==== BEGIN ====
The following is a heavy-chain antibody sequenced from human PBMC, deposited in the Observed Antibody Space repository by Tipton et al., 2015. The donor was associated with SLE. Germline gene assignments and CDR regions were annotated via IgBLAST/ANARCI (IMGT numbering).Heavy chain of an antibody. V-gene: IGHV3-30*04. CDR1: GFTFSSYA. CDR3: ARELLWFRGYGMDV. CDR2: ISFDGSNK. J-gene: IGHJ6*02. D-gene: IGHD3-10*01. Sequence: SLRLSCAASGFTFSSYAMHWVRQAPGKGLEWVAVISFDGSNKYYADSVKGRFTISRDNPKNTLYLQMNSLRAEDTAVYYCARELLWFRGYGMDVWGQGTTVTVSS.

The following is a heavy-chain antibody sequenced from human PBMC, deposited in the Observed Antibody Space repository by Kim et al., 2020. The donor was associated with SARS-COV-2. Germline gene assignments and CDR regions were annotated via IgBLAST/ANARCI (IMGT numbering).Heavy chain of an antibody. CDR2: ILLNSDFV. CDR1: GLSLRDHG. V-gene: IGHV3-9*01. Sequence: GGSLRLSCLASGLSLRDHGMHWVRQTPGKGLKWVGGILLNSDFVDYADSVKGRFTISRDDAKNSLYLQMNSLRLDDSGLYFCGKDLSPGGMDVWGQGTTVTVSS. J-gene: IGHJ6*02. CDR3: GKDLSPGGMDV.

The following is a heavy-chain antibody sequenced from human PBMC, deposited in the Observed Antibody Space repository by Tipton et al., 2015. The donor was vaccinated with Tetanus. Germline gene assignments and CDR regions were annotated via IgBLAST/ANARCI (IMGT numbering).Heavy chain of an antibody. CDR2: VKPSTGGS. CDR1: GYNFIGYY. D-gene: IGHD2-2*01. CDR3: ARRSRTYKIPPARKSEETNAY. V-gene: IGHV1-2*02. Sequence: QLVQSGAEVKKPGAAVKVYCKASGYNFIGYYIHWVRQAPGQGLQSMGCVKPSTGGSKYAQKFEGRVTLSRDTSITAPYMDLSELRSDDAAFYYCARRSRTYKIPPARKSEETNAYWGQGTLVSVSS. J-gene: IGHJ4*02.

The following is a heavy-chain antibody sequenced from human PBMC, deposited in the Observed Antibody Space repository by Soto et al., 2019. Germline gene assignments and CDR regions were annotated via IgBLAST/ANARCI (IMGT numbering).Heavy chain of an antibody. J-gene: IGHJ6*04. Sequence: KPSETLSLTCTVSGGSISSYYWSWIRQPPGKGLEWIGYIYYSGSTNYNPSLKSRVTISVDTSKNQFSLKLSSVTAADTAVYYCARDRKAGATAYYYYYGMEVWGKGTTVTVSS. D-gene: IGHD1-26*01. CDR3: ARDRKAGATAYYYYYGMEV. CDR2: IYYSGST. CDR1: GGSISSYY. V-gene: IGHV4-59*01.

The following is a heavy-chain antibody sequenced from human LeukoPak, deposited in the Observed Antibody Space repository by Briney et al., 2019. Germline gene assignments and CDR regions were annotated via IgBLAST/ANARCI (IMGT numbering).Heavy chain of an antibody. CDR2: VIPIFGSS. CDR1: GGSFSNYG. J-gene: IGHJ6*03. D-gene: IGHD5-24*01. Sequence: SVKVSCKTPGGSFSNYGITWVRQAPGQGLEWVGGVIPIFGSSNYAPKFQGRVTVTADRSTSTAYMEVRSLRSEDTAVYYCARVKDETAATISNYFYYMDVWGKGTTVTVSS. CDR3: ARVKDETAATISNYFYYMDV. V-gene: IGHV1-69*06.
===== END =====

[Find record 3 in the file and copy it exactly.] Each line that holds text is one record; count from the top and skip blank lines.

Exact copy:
The following is a heavy-chain antibody sequenced from human PBMC, deposited in the Observed Antibody Space repository by Tipton et al., 2015. The donor was vaccinated with Tetanus. Germline gene assignments and CDR regions were annotated via IgBLAST/ANARCI (IMGT numbering).Heavy chain of an antibody. CDR2: VKPSTGGS. CDR1: GYNFIGYY. D-gene: IGHD2-2*01. CDR3: ARRSRTYKIPPARKSEETNAY. V-gene: IGHV1-2*02. Sequence: QLVQSGAEVKKPGAAVKVYCKASGYNFIGYYIHWVRQAPGQGLQSMGCVKPSTGGSKYAQKFEGRVTLSRDTSITAPYMDLSELRSDDAAFYYCARRSRTYKIPPARKSEETNAYWGQGTLVSVSS. J-gene: IGHJ4*02.